This was a difficult book and yet it was amazing due to the hugely creative imagination of it’s author. The story is soooo mournful but the author’s carefully light touch, redolent of traditional Persian stories along with South American magical realism, keeps it from being steeped in melancholia.
The Enlightenment of the Greengage Tree
By Shokoofeh Azar
2020 in English / 272 pages
Read by Priya Ayyar – 8h 20m
Rating: 9.6 / Booker Prize short list – historical fiction
Yes, Shokoofeh Azar, uses a form of magical realism and in my opinion that’s probably a good choice because the story deals with the Iranian Revolution of 1988 when the Islamic Republic of Iran violently took over with extreme control. How else to keep that subject from becoming morose other than adding the wonderful fantastical elements typical of Persian Lit like One Thousand and One Nights.
Politics has never been much of a theme for fiction in Iran even today. In fact, today, reading or writing fiction is a dangerous thing to do in Iran. I read “Reading Lolita in Iran” (Azar Nafisi – 2003) years ago and nothing has changed. Even the translator of The Enlightenment of the Greengage Tree remains anonymous “for reasons of safety”.
The Iranian Revolution of 1988 and its aftermath was extremely violent and Azar depicts that quite well.
The author, who has lived in Australia and Canada since 2011 where she relocated at the ages of almost 40, has some interesting things to say about writing this book. She was 16 at the time of the Revolution but she didn’t write The Enlightenment of the Greengage Tree until after she had spent several years in Australia as a refugee. She is now living in Gelong, Victoria and is studying communication and journalism at Deakin University.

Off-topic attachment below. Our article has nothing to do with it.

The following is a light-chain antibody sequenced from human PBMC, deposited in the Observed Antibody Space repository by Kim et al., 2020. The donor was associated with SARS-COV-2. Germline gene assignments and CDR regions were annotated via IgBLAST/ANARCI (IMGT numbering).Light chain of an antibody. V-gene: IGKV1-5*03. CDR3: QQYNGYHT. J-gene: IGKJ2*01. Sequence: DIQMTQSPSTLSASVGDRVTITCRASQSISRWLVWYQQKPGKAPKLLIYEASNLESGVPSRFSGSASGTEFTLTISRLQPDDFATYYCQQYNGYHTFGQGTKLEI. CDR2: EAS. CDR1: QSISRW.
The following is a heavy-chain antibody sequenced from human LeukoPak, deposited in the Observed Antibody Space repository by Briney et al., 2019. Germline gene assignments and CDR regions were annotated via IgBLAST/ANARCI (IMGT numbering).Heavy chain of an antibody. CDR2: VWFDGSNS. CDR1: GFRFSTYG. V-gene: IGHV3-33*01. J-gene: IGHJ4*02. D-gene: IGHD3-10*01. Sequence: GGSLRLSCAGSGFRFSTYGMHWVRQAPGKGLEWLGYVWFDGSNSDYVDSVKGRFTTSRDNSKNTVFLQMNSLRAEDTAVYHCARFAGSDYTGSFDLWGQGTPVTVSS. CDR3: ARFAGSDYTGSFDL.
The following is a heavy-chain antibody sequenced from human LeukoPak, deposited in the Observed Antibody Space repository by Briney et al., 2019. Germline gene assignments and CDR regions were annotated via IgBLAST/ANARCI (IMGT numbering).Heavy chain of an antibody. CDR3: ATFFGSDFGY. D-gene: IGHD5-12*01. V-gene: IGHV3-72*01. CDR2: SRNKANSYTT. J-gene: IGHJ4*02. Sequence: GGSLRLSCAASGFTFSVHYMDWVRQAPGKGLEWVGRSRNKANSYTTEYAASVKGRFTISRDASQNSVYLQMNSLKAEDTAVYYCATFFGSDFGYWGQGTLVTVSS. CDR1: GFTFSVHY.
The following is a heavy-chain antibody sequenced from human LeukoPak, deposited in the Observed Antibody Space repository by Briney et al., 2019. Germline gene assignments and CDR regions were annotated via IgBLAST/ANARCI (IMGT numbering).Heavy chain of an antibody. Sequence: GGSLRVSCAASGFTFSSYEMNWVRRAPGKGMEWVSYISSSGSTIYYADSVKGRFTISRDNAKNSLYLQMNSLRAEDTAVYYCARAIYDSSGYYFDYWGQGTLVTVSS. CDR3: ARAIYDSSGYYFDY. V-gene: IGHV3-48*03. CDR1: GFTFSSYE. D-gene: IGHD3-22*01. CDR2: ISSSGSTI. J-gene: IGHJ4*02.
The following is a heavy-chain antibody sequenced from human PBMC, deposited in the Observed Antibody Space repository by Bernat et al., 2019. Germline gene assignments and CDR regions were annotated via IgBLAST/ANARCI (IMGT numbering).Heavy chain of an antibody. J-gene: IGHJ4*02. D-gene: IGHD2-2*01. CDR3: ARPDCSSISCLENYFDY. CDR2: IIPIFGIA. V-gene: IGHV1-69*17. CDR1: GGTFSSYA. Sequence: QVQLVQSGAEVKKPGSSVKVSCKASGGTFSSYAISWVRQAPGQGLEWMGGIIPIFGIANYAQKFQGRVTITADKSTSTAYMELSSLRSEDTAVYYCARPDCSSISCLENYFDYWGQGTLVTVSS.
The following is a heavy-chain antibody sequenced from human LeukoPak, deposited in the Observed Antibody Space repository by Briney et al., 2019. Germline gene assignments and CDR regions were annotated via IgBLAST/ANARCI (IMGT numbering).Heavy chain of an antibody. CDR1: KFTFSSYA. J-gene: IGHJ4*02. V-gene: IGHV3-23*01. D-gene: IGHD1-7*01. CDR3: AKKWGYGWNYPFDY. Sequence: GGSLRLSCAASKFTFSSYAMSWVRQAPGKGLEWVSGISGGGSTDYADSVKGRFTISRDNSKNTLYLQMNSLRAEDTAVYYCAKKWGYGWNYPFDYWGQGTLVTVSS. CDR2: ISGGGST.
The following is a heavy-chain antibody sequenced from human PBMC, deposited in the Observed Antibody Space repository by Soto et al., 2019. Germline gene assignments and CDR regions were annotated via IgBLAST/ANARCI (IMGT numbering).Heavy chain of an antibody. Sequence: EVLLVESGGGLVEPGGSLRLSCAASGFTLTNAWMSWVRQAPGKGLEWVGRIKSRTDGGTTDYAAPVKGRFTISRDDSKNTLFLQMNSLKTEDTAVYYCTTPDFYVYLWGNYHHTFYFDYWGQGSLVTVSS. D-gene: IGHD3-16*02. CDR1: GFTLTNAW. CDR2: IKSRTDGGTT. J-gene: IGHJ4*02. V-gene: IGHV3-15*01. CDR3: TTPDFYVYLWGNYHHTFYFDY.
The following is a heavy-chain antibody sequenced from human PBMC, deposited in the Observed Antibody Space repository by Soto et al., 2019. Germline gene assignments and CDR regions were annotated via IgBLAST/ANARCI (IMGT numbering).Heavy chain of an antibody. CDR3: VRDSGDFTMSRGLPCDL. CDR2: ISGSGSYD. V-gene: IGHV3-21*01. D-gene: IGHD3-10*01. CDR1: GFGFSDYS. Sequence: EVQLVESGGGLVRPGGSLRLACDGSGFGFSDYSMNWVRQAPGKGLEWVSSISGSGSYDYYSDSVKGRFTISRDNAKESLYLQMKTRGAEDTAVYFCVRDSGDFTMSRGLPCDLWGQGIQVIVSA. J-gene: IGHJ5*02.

So the themes become family and finding safety and love in many forms as well as the connection between life and death, the living and the dead. Our first person narrator is already deceased but she has a story – or many stories I should say – to tell us. In some ways this book reminds me of One Thousand and One Nights ancient Middle Eastern origin) and also of Gao Xingjian’s Soul Mountain. Gao was the Chinese/French winner of the Nobel Prize in literature in 2000.
The focus of the story is on Bahar, our narrator, her brother Sohrab, and sister Beeta along with Mom and Dad who live in a big house outside Razan, Iran. The house is on about 10 acres of land with a large Greengage tree (plum tree) growing on it. The family is made up of intellectuals who abhorred city life after the Revolution got going so they moved. And when Sohrab was executed and his body added to the piles of corpses ready for removal Mom climbed into the Greengage tree for three days only coming down out of her tree after she comes to an understanding and then Bahar moves up into it.
This is a lovely book about tragic times